Signs of winter, signs of spring

Tokyo bekana in our hoophouse in late December.
Photo Pam Dawling

 My  Winter-Kill Temperatures of Cold-Hardy Vegetables 2021 has not changed much in recent years. But I’ve just got some precise information on Tokyo bekana, the Asian green that grows well in summer as a lettuce substitute; grows very well outdoors in the fall; and grows wonderfully in the winter hoophouse even in low light conditions. In my 2023 list the outdoor killing temperature is listed as 25°F (–4°C).

Ugly, but not dead yet! Tokyo bekana outdoors on January 7, 2024 after several cold nights at 11°F (-11.5°C) at the end of November, and 12°F (-11°C) at the beginning of January.
Photo Pam Dawling

I harvested the last of the outdoor Tokyo bekana in November, except for one plant that was starting to bolt. I left that one to see when it would succumb to cold weather.  It was seriously damaged but not killed at 11°F (-11.5°C) at the end of November, and 12°F (-11°C) at the beginning of January. It was killed by 8°F (-13°C) and 10°F (-12°C) in mid-January.

Now it’s really dead! Tokyo bekana after two January nights at 8F and 10F.
Photo Pam Dawling

My tendency is to move only partway towards my new information each time I get some. This allows my info to gradually center in on the sweet spot, rather than have wild pendulum swings. So for the 2024 list, I’ll cautiously say it dies at 20°F (–7°C). I’ll release my new list for 2024 in March.

I’m updating my Phenology Record with Recommendations for Planting.

Our first crocus . February 1, 2024
Photo Pam Dawling

On February 1st we saw our first crocus bloom (it averages 2/7), our first speedwell, and Hellebore/Lenten roses with big buds (the flowers opened by 2/11). Hellebore often blooms with the daffodils, but our daffodils are only half-height leaves at this point. There are many hybrid hellebores and I’ve no idea which one ours is.

Lenten Rose (Hellebore) buds on February 1,2024.
Photo Pam Dawling

Robin Migration

Robins can be found year-round almost anywhere south of Canada, as residents or short-distance migrants. Birds that breed from Canada to the north slope of Alaska leave in fall for the U.S. Some robins winter as far south as the Southwest, Mexico, and the Gulf Coast.

Robin Range Map from All About Birds.

“Our” robins arrived on February 3rd, partying in an eastern redcedar (juniper) tree, enjoying the berries. According to this All About Birds Robin Range Map, robins are migratory thrushes that can be found here in Virginia year-round. Ours definitely migrate, arriving here anywhere from January 20 (2009) to March 3 (2013). The Virginia Department of Wildlife Resources notes that in mid-late February and early March they fly through headed north.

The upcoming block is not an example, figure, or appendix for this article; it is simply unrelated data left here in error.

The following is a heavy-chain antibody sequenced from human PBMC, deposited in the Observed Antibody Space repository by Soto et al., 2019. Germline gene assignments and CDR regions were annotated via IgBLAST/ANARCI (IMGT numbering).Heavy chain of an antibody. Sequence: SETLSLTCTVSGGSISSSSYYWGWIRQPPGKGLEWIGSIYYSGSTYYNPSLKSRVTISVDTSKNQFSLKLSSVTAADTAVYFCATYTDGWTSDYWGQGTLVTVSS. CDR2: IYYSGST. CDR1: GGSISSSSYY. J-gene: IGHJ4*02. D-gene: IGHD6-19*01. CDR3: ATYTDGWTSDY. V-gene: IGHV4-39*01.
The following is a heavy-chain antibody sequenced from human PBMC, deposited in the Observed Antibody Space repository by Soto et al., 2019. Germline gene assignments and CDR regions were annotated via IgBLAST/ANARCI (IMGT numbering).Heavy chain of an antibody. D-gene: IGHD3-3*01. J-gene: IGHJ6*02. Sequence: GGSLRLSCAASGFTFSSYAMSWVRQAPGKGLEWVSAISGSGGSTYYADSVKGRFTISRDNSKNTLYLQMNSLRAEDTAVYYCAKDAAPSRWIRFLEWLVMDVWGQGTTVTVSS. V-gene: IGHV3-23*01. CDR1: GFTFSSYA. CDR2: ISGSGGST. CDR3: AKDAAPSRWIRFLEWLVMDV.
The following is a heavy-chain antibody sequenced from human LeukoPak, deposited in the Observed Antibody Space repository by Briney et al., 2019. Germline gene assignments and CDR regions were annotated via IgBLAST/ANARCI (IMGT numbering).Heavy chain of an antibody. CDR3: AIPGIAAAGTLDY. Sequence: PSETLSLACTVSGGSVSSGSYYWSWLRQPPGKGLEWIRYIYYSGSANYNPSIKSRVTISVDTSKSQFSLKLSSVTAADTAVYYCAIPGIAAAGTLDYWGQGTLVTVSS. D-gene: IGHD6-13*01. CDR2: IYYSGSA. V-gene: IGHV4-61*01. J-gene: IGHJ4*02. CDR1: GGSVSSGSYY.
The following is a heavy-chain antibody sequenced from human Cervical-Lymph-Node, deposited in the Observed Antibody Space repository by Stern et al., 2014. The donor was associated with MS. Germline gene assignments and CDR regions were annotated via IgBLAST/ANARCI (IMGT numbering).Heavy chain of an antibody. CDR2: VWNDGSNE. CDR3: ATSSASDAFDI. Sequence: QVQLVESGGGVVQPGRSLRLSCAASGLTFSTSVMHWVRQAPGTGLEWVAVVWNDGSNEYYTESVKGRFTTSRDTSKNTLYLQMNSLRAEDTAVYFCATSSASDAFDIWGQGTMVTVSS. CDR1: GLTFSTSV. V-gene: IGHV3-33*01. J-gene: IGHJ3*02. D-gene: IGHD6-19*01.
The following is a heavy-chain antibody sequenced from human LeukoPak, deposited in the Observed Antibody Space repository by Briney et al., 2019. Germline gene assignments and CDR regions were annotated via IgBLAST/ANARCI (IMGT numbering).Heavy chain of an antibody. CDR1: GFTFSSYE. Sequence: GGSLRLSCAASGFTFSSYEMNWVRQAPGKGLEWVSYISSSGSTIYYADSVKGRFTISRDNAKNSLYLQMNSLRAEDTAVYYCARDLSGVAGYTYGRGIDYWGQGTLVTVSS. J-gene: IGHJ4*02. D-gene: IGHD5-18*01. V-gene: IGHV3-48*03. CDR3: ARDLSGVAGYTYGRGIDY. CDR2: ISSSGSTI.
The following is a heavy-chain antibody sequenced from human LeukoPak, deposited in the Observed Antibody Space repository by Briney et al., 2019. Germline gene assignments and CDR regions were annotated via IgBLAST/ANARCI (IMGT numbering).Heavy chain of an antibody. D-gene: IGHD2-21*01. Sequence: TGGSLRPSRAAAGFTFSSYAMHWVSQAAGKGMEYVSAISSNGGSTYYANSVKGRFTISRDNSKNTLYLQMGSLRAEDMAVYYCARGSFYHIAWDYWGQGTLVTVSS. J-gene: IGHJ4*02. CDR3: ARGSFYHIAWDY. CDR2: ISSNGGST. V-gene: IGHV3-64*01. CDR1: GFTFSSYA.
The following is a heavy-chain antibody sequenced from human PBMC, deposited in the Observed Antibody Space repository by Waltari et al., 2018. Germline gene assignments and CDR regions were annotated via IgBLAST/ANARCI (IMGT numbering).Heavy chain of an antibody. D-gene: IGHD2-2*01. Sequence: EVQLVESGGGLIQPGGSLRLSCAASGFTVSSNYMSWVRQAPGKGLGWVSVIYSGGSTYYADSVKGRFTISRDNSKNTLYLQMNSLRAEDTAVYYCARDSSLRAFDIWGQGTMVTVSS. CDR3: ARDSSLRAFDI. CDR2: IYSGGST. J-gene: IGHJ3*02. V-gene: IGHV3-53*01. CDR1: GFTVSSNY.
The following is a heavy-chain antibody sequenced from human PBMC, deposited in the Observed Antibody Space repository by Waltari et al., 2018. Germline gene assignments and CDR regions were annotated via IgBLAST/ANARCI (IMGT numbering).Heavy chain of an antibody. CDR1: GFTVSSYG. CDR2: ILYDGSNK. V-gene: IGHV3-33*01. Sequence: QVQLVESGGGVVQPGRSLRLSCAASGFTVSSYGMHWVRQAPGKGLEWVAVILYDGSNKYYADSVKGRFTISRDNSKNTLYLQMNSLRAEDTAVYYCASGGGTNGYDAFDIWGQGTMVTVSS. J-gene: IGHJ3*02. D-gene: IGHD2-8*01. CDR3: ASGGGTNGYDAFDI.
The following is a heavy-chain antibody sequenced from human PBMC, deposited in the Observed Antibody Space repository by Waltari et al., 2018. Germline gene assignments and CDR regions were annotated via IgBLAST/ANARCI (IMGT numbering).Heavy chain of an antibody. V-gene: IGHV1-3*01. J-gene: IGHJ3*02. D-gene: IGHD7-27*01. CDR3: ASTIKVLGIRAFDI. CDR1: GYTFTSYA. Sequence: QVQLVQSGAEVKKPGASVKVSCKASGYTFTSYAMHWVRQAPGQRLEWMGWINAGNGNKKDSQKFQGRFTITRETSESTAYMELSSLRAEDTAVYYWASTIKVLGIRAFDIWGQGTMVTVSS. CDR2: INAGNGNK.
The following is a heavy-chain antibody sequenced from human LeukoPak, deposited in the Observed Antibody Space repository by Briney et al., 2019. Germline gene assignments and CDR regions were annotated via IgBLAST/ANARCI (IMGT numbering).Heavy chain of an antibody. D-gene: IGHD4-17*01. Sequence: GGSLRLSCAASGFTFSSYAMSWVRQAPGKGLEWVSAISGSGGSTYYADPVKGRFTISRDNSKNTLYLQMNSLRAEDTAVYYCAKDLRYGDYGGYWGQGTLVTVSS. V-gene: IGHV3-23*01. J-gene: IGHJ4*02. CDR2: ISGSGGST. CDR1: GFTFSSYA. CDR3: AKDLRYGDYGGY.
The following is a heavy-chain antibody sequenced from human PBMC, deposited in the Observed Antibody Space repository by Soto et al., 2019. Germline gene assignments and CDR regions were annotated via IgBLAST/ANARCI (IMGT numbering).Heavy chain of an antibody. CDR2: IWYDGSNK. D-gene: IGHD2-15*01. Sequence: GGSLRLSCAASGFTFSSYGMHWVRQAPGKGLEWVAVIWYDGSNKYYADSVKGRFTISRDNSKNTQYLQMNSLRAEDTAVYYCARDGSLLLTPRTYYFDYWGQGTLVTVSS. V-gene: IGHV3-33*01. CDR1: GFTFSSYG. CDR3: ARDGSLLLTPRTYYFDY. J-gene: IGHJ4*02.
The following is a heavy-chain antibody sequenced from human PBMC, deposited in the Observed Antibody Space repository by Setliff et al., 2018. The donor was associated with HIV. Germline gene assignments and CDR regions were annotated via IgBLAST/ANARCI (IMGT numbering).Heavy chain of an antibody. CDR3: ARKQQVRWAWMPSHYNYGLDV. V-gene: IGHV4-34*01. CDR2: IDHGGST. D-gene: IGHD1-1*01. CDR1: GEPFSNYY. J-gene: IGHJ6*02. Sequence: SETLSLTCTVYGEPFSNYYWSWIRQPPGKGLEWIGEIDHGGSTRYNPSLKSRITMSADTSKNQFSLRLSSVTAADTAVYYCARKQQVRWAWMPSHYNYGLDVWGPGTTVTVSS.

Eastern redcedar (Juniper) leaves and berries.

The DWR notes: “Robins’ seasonal movements are said to be tied to a 37-degree “isotherm.” An isotherm is a line on a map where the average temperature is the same at various points across the line.  As robins move from southern states into more northern ones, they stop and hunker down when they reach the limits of the isotherm.” They could reach the Arctic in May, if they travel that far!

Also see Journey North’s “Robin Migration Study” website. You can join and report your sightings and hearings of various signs of spring, not only robins.

Speedwell flowering on February 1, 2024.
Photo Pam Dawling

Corn planting time!

Last year's young sweet corn plants with a fiber banana plant to the right. Credit Bridget Aleshire
Last year’s young sweet corn plants with a fiber banana plant and a sunflower to the left.
Credit Bridget Aleshire

A week ago, I showed a group of local Master Gardeners around our gardens. At that point, the raised bed area was a mixed portrait of rowcover and weeds! All the crops were sheltered under cover and all the visible beds were full of weeds. So much has changed in a week. We mowed all the weedy beds, tilled many of them, and removed the rowcover to our strawberry beds and our new cabbage and broccoli planting. We’ve even found time to hoe the planted beds and weed and thin the three beds of beets.

We had more struggles with our broccoli.  A couple of weeks ago, I told you all about the moles gathering nesting material from our first broccoli flats. We dealt with that, planted out what we had left, and moved our second planting to the coldframe. Something browsed on them. Deer? Rabbits? Groundhogs? We sprayed the plants with a stinky deer repellant and scattered hot pepper on them. And covered them at night. Now we’ve planted those out and put the third planting in the cold frame. So far, so good. . .